Nigeria’s film and TV industries — otherwise known as “Nollywood” — have gotten Netflix’s attention. They have released a few films that originate and take place from the African nation, and now they’ve produced a series there, a potboiler called Blood Sisters.
BLOOD SISTERS: STREAM IT OR SKIP IT?
Opening Shot: Two women digging a hole by the side of the road, and rolling a body shrouded in a sheet into the hole.
The Gist: Kola Ademola (Deyemi Okanlawon) heads an influential pharmaceutical company in Nigeria, and right after he closes a big deal, he tells the people gathered that he’s off to his wedding. He’s getting married to Sarah Duru (Ini Dima Okojie) at a lavish hotel. Usually, the engagement party (part of a Nigerian wedding weekend) is paid for by the bride’s parents, something Sarah’s working-class dad Ifeyani (Keppy Ekpenyong-Bassey) is chagrined about, but her mom Olayinka (Kehinde Bankole) is ecstatic about joining such an influential family.
There is doubt about this pairing on both sides. Sarah’s best friend Kemi Sanya (Nancy Isime) still thinks Sarah holds a candle for her ex. And Kola’s brother Femi (Gabriel Afolayan) and mother Uduak (Kate Henshaw-Nuttal) aren’t exactly in Sarah’s camp, either. It also turns out that Kola is a controlling douchebag, demanding that Sarah wear go back up to her room and change her dress she was wearing to the rehearsal dinner.
When Sarah’s ex shows up at the rehearsal dinner unexpectedly, Kola confronts her privately and slugs her in the gut; while Kemi wants her to call the wedding off, Olayinka doesn’t want Sarah to throw away this influential connection over “1 slap.” Sarah decides to tell Kola that the wedding is off, on the day of the all-important engagement party. After fending off a hitman he has no doubt was hired by his brother Femi, he takes a gun from the attacker. Little does he know that the gun will be used later on.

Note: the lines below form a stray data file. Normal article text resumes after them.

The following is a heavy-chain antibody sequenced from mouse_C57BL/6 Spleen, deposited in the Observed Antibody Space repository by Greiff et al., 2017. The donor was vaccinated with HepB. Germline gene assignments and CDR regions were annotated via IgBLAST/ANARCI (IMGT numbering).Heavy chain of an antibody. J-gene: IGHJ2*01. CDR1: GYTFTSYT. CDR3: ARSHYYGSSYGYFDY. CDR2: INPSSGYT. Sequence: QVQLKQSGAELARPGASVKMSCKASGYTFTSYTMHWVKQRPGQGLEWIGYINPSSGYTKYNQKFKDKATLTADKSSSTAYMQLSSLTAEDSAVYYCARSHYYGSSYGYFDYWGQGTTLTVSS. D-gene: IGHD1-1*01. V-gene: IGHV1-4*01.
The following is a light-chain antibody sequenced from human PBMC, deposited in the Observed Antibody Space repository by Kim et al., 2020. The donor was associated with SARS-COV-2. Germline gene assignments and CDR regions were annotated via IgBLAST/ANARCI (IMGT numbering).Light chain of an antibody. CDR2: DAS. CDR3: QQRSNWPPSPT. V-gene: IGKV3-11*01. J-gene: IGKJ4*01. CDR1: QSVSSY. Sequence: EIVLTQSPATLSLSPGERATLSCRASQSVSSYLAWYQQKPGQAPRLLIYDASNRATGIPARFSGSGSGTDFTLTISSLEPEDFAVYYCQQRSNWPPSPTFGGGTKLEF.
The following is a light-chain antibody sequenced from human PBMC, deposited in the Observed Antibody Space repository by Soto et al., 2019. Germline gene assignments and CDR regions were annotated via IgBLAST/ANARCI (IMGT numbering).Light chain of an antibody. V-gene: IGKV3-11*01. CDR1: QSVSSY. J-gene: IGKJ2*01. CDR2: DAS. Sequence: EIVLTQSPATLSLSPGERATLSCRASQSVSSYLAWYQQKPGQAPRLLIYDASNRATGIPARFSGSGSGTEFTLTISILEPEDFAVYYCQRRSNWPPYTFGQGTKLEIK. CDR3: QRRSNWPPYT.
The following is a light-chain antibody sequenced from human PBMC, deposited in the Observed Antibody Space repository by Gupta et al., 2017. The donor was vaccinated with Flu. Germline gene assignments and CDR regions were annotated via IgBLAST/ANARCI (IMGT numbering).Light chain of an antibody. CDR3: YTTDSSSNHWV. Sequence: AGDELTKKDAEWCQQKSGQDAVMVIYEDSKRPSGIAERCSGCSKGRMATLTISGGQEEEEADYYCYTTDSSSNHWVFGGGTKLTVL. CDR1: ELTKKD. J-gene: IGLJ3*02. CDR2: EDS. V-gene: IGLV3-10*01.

What Shows Will It Remind You Of? By the end of the episode, it feels like Blood Sisters has a very Ozark–ian feel to it, even if it’s a more melodramatic version of Ozark, like if it was combined with a telenovela like Jane The Virgin.
Our Take: One of the most interesting things about Netflix’s venture into Nollywood, which is Nigeria’s film and TV industry, is that the dramas that have come from that country are in (mostly) English, along with having themes that are relatable to audiences worldwide.
Yes, the details about the relationship between Sarah and Kola are in short supply, at least in the first episode. And the retrograde idea that Sarah’s parents want her to go ahead with her marriage to Kola despite the fact he was violent with her feels like something that hasn’t been able to fly in this country since at least the early aughts. But the family rivalry and positioning for power and wealth are spot on, and wouldn’t be out of place on an episode of Succession.
Again, the writing and some of the acting borders on the melodramatic, but the idea that Sarah and Kemi will be on the run, almost as much from Uduak and her powerful family as they will be from law enforcement, will be interesting to watch. Will the show get more serious than we saw in the first episode, or will there be moments like the extended fight sequence between Kola and the hitman? We hope that some of the show’s kitchiness remains, just to keep it from being a depressing slog.
Sex and Skin: None.
Parting Shot: Back to the side of the road, Sarah and Kemi throw dirt on the body they rolled into the hole.
Sleeper Star: Genoveva Umeh plays Timyen, Kola’s younger sister, who has no problem telling everyone at the rehearsal dinner that she’s just coming back from rehab. She’ll be the wildcard in the family, one her mother can’t control.
Most Pilot-y Line: Without explanation, Kola tells Timyen, “If anything happens to me, look to our brother.” We’d have the puzzled look Timyen had, as well.
Our Call: STREAM IT. While Blood Sisters is a bit melodramatic, it has the potential to be an interesting thriller that goes into the evolution of gender roles vs tradition in Nigeria.
Joel Keller (@joelkeller) writes about food, entertainment, parenting and tech, but he doesn’t kid himself: he’s a TV junkie. His writing has appeared in the New York Times, Slate, Salon, RollingStone.com, VanityFair.com, Fast Company and elsewhere.